Climate response of alpine lakes: resistance variability and management consequences for ecosystem services

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Alpine mountain lakes are considered as jewels of the mountain world. In the light of climate change, drastic ecological changes of these lakes are expected. The ecological functions of mountain lakes are closely linked to their contributions to human well-being: the so-called ecosystem services (ES). For example, natural mountain lakes are often destinations for outdoor recreationists but can also supply water for agriculture. To preserve both the ecosystems of mountain lakes and their ES in the future, gaining knowledge about possible consequences of ecological changes due to climate change and a potential increase of human use is important. In this context, the CLAIMES project compares a larger number of mountain lakes in the northern (Niedere Tauern, Austria) and the southern part of the Alps (South Tyrol, Italy), which are long-term monitored.

The first step is to analyze the response of mountain lakes to climate change within the last 20 years. For this purpose, (1) temperature trends will be calculated, (2) plankton organisms (such as bacteria and algae) and fish will be detected using modern DNA-based methods, and further (3) indicator organisms will be collected. These data will be compared with older measurement data and can, thus, provide information on the resilience of mountain lakes under climate change.

In a second step, ES will be collected for different lake types. The lake types studied are based on the UN criteria for sustainable development, such as access to clean water, intensity of use or climate-related sensitivity. Provisioning and regulating ES (e.g., water supply, water regulation, and water quality) are assessed with the help of statistical data, limnological measurement data, and modelling. Cultural ES (e.g., outdoor recreation) are recorded by means of geotagging or surveys. Based on IPCC climate scenarios, validated temperature models will provide information on the extent to which the expected ecological changes in the mountain lakes can also affect their ES.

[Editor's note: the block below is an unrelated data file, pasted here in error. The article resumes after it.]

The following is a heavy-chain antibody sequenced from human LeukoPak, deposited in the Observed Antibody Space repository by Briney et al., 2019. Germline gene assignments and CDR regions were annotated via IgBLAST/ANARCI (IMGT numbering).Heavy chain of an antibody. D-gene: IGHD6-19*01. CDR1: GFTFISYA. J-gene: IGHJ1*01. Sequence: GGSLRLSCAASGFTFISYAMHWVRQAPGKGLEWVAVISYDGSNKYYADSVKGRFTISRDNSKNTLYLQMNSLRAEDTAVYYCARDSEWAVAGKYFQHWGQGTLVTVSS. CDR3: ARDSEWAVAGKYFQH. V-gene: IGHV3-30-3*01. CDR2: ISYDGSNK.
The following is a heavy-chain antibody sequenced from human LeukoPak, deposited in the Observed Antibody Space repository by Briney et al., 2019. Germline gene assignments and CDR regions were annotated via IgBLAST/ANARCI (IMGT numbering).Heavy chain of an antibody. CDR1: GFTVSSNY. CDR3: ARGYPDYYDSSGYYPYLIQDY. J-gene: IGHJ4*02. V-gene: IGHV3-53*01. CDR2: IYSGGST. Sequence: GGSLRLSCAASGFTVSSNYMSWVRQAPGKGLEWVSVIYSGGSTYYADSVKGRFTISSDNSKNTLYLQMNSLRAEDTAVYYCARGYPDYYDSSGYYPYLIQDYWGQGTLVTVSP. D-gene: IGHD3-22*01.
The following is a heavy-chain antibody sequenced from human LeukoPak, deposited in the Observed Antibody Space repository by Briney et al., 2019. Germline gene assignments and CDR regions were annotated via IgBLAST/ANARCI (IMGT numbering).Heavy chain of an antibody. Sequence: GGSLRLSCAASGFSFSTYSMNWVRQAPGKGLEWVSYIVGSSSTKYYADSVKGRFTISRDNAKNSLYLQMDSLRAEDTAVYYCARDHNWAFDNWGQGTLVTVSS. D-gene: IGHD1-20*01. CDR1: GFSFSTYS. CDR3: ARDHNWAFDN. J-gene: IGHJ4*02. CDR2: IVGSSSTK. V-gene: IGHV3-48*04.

In the third step, the current use of different mountain will be evaluated comparatively. For this purpose, (1) the relevant ES will be determined, (2) the ES will be weighed against each other with the help of surveys, and (3) indicators for the relevant ES must be defined. The ES will be evaluated under different climate scenarios. Finally, proposals for environmental policy instruments will be developed and presented with the aim of ensuring the sustainable use of mountain lakes in the future.

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Our partners

Zentralanstalt für Meteorology und Geodynamik

Universität für Bodenkultur Wien

Project Team
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Ulrike Tappeiner

Vice Manager


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Biodiversity Monitoring South Tyrol

Biodiversity Monitoring South Tyrol

Duration: December 2018 - June 2022Funding: Internal funding EURAC (Project)

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